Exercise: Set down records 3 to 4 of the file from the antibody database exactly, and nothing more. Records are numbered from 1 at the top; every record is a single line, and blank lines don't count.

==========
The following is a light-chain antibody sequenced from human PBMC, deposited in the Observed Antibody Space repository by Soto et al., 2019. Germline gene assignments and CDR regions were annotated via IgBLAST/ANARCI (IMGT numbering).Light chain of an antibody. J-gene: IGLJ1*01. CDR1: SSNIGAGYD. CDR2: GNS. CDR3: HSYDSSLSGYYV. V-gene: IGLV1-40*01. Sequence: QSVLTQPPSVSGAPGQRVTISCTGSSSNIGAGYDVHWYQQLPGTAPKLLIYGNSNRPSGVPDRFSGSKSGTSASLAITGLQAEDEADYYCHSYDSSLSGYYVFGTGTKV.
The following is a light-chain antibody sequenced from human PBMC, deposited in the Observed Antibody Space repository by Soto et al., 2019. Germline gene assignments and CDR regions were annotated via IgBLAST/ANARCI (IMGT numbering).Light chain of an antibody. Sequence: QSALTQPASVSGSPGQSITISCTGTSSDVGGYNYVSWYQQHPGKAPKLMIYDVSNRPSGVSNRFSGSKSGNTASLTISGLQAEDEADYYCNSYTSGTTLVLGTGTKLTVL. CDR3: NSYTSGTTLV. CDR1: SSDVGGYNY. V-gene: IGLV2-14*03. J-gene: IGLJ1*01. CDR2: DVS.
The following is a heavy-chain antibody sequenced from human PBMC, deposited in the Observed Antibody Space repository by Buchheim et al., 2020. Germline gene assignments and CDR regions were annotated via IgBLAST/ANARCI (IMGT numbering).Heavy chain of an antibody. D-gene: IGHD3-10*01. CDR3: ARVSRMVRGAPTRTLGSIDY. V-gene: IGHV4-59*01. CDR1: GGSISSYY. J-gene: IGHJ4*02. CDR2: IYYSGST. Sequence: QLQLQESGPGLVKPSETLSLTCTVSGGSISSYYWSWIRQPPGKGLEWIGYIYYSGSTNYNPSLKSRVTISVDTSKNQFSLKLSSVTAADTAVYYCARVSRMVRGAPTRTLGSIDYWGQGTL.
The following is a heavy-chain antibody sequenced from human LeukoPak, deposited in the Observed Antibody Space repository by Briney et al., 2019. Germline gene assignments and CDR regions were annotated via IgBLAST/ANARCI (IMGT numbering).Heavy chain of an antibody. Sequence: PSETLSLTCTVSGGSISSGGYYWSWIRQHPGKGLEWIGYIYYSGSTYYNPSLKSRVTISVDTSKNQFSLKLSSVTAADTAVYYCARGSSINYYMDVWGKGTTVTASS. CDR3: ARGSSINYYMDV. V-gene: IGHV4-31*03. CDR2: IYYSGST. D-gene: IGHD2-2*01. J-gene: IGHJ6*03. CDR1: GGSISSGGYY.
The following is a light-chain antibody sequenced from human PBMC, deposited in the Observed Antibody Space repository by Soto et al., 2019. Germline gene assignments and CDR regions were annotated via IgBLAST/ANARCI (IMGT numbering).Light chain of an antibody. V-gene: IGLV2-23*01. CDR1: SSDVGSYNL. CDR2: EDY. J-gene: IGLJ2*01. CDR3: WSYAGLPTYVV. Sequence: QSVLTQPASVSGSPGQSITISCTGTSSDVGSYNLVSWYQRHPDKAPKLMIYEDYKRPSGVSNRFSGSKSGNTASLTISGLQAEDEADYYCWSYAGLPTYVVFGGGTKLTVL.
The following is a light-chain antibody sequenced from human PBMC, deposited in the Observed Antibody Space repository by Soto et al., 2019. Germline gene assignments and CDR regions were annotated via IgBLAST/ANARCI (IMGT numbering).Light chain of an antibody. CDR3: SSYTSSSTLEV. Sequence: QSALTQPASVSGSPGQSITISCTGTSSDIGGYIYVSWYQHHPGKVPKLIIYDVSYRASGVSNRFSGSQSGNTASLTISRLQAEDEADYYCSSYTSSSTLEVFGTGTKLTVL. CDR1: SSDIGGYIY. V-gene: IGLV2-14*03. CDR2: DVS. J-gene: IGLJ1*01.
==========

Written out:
The following is a heavy-chain antibody sequenced from human PBMC, deposited in the Observed Antibody Space repository by Buchheim et al., 2020. Germline gene assignments and CDR regions were annotated via IgBLAST/ANARCI (IMGT numbering).Heavy chain of an antibody. D-gene: IGHD3-10*01. CDR3: ARVSRMVRGAPTRTLGSIDY. V-gene: IGHV4-59*01. CDR1: GGSISSYY. J-gene: IGHJ4*02. CDR2: IYYSGST. Sequence: QLQLQESGPGLVKPSETLSLTCTVSGGSISSYYWSWIRQPPGKGLEWIGYIYYSGSTNYNPSLKSRVTISVDTSKNQFSLKLSSVTAADTAVYYCARVSRMVRGAPTRTLGSIDYWGQGTL.
The following is a heavy-chain antibody sequenced from human LeukoPak, deposited in the Observed Antibody Space repository by Briney et al., 2019. Germline gene assignments and CDR regions were annotated via IgBLAST/ANARCI (IMGT numbering).Heavy chain of an antibody. Sequence: PSETLSLTCTVSGGSISSGGYYWSWIRQHPGKGLEWIGYIYYSGSTYYNPSLKSRVTISVDTSKNQFSLKLSSVTAADTAVYYCARGSSINYYMDVWGKGTTVTASS. CDR3: ARGSSINYYMDV. V-gene: IGHV4-31*03. CDR2: IYYSGST. D-gene: IGHD2-2*01. J-gene: IGHJ6*03. CDR1: GGSISSGGYY.